Joan Cameron Bristol, “ ‘I Renounce God and His Saints’: Renouncing Authority at the Inquisition,” in Christians, Blasphemers, and Witches: Afro-Mexican Ritual Practice in the Seventeenth Century

Martha Few, Women Who Live Evil Lives: Gender, Religion, and the Politics of Power in Colonial Guatemala

Nicole Von Germeten, “Cartagena’s Most Notorious Sorceress” in Violent Delights, Violent Ends: Sex, Race, and Honor in Colonial Cartagena de Indias

Surveillance and Crime

Tamara J. Walker, “ ‘He outfitted his family in notable decency’: Slavery, Honour, and Dress in Eighteenth-Century Lima, Peru

Rachel Price, “Getting locked up to get free in colonial Cuba

Jill Lepore, “The Invention of the Police”

https://www.newyorker.com/magazine/2020/07/20/the-invention-of-the-police

*Indigenous Encounters

Renée Soulodre-La France, Beyond Black and Red, Chapter 5, “ ‘Whites and Mulattos, Our Enemies’: Race Relations and Popular Political Culture in Nueva Granada,” pp.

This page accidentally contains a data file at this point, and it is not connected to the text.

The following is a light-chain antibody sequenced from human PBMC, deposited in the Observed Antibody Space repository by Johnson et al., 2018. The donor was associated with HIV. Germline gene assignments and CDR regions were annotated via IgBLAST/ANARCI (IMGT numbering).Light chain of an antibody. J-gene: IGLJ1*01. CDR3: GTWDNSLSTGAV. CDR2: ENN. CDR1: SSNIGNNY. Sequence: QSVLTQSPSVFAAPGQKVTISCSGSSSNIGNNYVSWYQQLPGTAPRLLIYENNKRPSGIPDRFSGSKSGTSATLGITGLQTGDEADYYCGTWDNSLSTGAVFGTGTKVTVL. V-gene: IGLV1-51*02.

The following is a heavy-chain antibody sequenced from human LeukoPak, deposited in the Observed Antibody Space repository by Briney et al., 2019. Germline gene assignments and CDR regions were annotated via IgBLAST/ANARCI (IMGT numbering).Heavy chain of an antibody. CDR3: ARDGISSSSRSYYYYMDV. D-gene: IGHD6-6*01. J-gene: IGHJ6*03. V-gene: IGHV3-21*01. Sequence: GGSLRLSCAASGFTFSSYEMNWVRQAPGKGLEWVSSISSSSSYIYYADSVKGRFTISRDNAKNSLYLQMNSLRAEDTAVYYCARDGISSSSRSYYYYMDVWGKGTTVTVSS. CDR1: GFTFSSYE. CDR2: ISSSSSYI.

Kris Lane, Beyond Black and Red, Chapter 6, “Africans and Natives in the Mines of Spanish America,” pp.159-180

Norma Angélica Castillo Palma and Susan Kellogg, “Conflict and Cohabitation between African-Mexicans and Nahuas in Central Mexico” in Beyond Black and Red: African-Native Relations in Colonial Latin Americas

Rachel S. O’Toole, “In a War Against the Spanish: Andean Protection and African Resistance on the Northern Peruvian Coast”

Free People

Júnia Ferreira Furtado, Chica Da Silva: A Brazilian Slave of the Eighteenth Century

David Barry Gaspar and Darlene Clark Hine, eds. Beyond Bondage: Free Women of Color in the Americas

Lyman L. Johnson, “Manumission in Colonial Buenos Aires, 1776-1810

Douglas Cole Libby, “Notarized and Baptismal Manumissions in the Parish of São José do Rio das Mortes, Minas Gerais (c. 1750-1850)

Primary Source: Quantitative History - Manumission Trends in Colonial Veracruz

Karl Monsma and Valéria Dorneles Fernandes, “Fragile Liberty: The Enslavement of Free People in the Borderlands of Brazil and Uruguay, 1846-1866